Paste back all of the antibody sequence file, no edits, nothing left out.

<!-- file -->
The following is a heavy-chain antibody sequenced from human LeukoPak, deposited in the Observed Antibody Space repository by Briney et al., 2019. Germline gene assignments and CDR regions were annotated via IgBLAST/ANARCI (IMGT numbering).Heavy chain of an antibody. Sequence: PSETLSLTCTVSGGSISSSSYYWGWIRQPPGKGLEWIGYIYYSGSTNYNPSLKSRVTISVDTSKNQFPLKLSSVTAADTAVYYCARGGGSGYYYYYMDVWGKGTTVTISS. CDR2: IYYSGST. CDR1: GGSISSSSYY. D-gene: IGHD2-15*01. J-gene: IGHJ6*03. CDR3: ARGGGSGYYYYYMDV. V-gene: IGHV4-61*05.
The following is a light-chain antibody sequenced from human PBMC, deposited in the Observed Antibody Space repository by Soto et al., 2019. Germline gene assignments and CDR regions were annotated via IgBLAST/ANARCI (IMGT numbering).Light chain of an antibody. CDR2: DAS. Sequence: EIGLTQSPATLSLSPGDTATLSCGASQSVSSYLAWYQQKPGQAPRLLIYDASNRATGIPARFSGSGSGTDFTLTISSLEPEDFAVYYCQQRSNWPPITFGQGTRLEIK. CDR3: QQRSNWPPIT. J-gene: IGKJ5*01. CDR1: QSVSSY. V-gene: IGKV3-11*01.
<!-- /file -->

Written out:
The following is a heavy-chain antibody sequenced from human LeukoPak, deposited in the Observed Antibody Space repository by Briney et al., 2019. Germline gene assignments and CDR regions were annotated via IgBLAST/ANARCI (IMGT numbering).Heavy chain of an antibody. Sequence: PSETLSLTCTVSGGSISSSSYYWGWIRQPPGKGLEWIGYIYYSGSTNYNPSLKSRVTISVDTSKNQFPLKLSSVTAADTAVYYCARGGGSGYYYYYMDVWGKGTTVTISS. CDR2: IYYSGST. CDR1: GGSISSSSYY. D-gene: IGHD2-15*01. J-gene: IGHJ6*03. CDR3: ARGGGSGYYYYYMDV. V-gene: IGHV4-61*05.
The following is a light-chain antibody sequenced from human PBMC, deposited in the Observed Antibody Space repository by Soto et al., 2019. Germline gene assignments and CDR regions were annotated via IgBLAST/ANARCI (IMGT numbering).Light chain of an antibody. CDR2: DAS. Sequence: EIGLTQSPATLSLSPGDTATLSCGASQSVSSYLAWYQQKPGQAPRLLIYDASNRATGIPARFSGSGSGTDFTLTISSLEPEDFAVYYCQQRSNWPPITFGQGTRLEIK. CDR3: QQRSNWPPIT. J-gene: IGKJ5*01. CDR1: QSVSSY. V-gene: IGKV3-11*01.